Before we go any further, it would be helpful to discuss the mechanics of the particle generator. There are actually two components to particle effects; the emitter and the cell. Like the name implies, the emitter is the part that "emits" the objects. The cell is what is being emitted - in this case, the aqua ball. Using a real-world metaphor, a garden hose could be considered an emitter and the water itself, the cell. The cool thing is, you have access to both the emitter and the cell in terms of manipulating the effect. If you press F5 on your keyboard you will reveal a hidden window called the Project Pane.
The project pane displays a list of media and objects currently used in your project. All motion projects begin with one layer. When we added the Aqua Ball to the Canvas, Motion placed the object into a layer. The layer functions as a "parent" for all the "child" objects inside it. The "children" in this case are the Emitter and the AquaBall (the cell). You should also notice the original image at the bottom of the stack has been turned off. This is because the Motion is no longer using it in the image. It is only being used as a reference by the particle generator.
By default, hundreds of aqua balls are being "birthed" every second. To control the birth rate make sure the Emitter object is selected in the project pane then hit "D" on your keyboard to call up the dashboard.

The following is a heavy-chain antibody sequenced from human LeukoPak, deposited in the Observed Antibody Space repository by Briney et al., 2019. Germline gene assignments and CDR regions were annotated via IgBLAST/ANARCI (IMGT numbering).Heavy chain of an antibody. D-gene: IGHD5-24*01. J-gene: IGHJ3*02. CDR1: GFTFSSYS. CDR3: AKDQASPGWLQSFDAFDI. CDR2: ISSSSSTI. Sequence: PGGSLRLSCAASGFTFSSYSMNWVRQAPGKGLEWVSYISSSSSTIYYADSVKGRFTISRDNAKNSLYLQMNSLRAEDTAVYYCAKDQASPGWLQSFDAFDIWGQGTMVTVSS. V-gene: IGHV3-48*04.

As you can see from this screen shot, 30 balls are being birthed every second. Dragging the 'Birth Rate' slider to the right increases the number of balls being birthed while dragging the slider to the left decreases the number. Drag the slider to 8.
Now the balls are no longer propagating like jack rabbits. You can control how long they "live" by dragging the Life slider. By default, these balls have a pre-determined life span of 5 seconds. To decrease their life span, drag the slider to the left until the value reads 1.
Now you see the balls sputter out of existence every second, just like the life span of many Hollywood stars.